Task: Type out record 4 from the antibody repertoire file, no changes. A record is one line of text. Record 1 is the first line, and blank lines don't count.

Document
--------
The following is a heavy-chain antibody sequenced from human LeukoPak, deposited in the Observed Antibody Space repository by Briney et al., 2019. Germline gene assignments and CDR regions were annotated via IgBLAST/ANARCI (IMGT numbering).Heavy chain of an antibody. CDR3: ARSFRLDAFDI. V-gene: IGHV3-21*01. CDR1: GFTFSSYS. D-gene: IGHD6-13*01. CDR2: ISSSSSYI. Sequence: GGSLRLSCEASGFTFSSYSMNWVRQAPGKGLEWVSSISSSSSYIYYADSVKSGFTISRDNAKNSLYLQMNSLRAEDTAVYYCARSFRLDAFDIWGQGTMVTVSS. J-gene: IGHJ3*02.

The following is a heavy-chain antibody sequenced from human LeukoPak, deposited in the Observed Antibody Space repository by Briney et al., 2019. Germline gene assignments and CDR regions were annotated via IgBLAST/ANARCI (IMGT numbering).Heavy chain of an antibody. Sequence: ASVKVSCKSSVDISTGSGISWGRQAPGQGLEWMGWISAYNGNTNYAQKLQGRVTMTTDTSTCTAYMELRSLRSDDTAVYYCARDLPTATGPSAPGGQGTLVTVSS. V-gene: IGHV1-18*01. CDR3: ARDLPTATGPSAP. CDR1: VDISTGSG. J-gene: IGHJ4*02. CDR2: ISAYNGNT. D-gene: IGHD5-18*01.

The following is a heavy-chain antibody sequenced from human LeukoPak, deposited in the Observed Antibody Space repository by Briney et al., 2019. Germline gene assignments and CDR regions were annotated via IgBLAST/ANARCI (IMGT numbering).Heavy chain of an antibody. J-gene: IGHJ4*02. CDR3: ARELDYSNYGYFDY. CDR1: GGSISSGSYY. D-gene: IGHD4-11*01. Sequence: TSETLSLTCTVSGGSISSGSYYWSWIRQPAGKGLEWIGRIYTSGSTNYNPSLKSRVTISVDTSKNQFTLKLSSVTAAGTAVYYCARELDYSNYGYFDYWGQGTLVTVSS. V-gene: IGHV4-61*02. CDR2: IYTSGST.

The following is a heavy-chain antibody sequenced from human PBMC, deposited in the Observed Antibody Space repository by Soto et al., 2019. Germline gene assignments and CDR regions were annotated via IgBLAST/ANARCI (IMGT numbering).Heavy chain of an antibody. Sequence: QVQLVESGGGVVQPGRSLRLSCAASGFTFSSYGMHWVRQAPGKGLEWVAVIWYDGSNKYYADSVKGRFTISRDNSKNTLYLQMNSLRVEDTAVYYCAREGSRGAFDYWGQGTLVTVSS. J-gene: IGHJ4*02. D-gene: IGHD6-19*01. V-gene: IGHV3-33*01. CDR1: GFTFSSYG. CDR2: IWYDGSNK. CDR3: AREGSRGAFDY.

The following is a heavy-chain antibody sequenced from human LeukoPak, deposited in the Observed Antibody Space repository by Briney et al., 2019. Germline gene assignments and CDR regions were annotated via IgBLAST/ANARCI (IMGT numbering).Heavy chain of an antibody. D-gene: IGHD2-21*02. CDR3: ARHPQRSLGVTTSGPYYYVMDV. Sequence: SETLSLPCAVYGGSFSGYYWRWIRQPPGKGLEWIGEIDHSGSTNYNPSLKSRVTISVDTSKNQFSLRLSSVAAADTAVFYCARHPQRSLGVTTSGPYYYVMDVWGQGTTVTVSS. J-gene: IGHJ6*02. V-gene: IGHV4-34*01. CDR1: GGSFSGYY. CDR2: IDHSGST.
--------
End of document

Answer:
The following is a heavy-chain antibody sequenced from human PBMC, deposited in the Observed Antibody Space repository by Soto et al., 2019. Germline gene assignments and CDR regions were annotated via IgBLAST/ANARCI (IMGT numbering).Heavy chain of an antibody. Sequence: QVQLVESGGGVVQPGRSLRLSCAASGFTFSSYGMHWVRQAPGKGLEWVAVIWYDGSNKYYADSVKGRFTISRDNSKNTLYLQMNSLRVEDTAVYYCAREGSRGAFDYWGQGTLVTVSS. J-gene: IGHJ4*02. D-gene: IGHD6-19*01. V-gene: IGHV3-33*01. CDR1: GFTFSSYG. CDR2: IWYDGSNK. CDR3: AREGSRGAFDY.